The rise of China has fostered national pride among its citizens. Some see a disturbing trend that any public criticism is met with a fierce rebuke, which could result in online harassment and the loss of a job, a report said.
The Wall Street Journal reported on Monday that political researchers say the surge in nationalism is to be expected. Ray Dalio, the billionaire founder of Bridgewater Associates, wrote in the Financial Times that China’s rise is “changing” the world order.
“For as long as I can remember, people have said that China cannot succeed,” Dalio wrote. “Communism doesn’t work. Authoritarianism doesn’t work. The Chinese aren’t creative. They have a big problem with bad debts and property speculation. Yet every day we see China succeeding in exceptional ways.”
He pointed out the country’s economy grew at about 5 percent over the past year, and about half of the world’s IPOs will take place in China.
Chinese President Xi Jinping has promoted nationalism and has focused on achieving the “China Dream” of national rejuvenation, the WSJ reported.
In 2018, Yu Zhengsheng, a top Chinese official, told the annual Chinese People’s Political Consultative Conference that patriotism has been a top priority. The Associated Press said Xi’s goal was to “mobilize all the sons and daughters of [ethnic Chinese] to work together for the greater national interests and the realization of the Chinese Dream” – to be the world’s top power.
Limits on debate seem to be one of the ways Chinese officials could achieve that goal. Internet companies and many in the population seem like willing participants. Alicia Fawcett, a researcher at the Digital Forensic Research Lab at the Atlantic Council think tank, told the Journal that the People’s Liberation Army has taken part in information operations. Social media companies in China reportedly promote “positive energy” on their platforms.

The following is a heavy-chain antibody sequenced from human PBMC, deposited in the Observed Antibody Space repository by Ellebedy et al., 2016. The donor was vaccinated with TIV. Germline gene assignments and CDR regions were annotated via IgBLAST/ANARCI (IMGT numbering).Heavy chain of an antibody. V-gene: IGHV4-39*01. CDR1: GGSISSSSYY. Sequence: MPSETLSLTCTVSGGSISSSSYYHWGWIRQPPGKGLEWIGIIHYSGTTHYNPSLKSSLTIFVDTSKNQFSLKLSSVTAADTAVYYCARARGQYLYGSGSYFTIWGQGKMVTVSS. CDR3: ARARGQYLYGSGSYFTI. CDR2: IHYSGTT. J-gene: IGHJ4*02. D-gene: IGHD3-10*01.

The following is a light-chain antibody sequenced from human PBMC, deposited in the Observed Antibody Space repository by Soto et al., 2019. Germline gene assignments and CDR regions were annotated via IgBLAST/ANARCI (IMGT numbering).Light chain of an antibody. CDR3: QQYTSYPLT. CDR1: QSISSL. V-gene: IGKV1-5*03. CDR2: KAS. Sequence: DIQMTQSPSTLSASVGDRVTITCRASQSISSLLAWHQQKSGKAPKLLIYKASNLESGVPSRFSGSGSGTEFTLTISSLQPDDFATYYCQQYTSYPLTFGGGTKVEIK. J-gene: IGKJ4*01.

TREND FORECAST: What Ray Dalio surmises is years’ old news to Trends Journal subscribers. As Gerald Celente has long noted, “The 20th century was the American century, the 21st century will be the Chinese century. The business of China is business, the business of America is war.”
 Celente has noted that while America spent countless trillions waging and losing endless wars and enriching its military industrial complex, China has spent its trillions advancing the nation’s businesses and building its 21st century infrastructure.
And, as we have been reporting, while America and Europe have outsourced their manufacturing to China and developing nations to increase profit margins, China’s dual circulation/self-sustaining economic model is directed toward keeping jobs and trade and profits within the nation, thus relying less on global trade.
China Turns Inward
“Technology self-reliance is the strategic support for national development,” Chinese Communist Party officials said in a 29 October statement announcing a new five-year plan that forecasts a “protracted battle” with the U.S. over global trade.
Developing its own technological capacity is key as the U.S. threatens bans on apps WeChat and TikTok and has laid sanctions on Chinese tech powerhouse Huawei, as a result of which the company soon may run out of chips it uses to make smartphones.
China’s leadership has concluded that the U.S. will not be a reliable partner no matter the outcome of the presidential election, according to the Wall Street Journal, and so is placing a stronger focus on domestic companies and markets to drive growth.
Foreign investments and technology will play a reduced role under the new plan.
Party leaders also promised to raise the per-capita GDP to the level of “moderately developed countries” by 2035.

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